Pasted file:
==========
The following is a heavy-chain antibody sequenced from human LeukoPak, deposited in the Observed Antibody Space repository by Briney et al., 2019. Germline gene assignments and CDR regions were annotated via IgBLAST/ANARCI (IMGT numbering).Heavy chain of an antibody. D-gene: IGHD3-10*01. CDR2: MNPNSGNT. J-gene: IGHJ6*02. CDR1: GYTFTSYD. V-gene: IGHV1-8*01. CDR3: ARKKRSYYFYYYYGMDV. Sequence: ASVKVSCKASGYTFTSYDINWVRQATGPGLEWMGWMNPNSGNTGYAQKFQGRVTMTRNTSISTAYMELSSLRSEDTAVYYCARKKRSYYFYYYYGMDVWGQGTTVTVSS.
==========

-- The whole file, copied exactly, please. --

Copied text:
The following is a heavy-chain antibody sequenced from human LeukoPak, deposited in the Observed Antibody Space repository by Briney et al., 2019. Germline gene assignments and CDR regions were annotated via IgBLAST/ANARCI (IMGT numbering).Heavy chain of an antibody. D-gene: IGHD3-10*01. CDR2: MNPNSGNT. J-gene: IGHJ6*02. CDR1: GYTFTSYD. V-gene: IGHV1-8*01. CDR3: ARKKRSYYFYYYYGMDV. Sequence: ASVKVSCKASGYTFTSYDINWVRQATGPGLEWMGWMNPNSGNTGYAQKFQGRVTMTRNTSISTAYMELSSLRSEDTAVYYCARKKRSYYFYYYYGMDVWGQGTTVTVSS.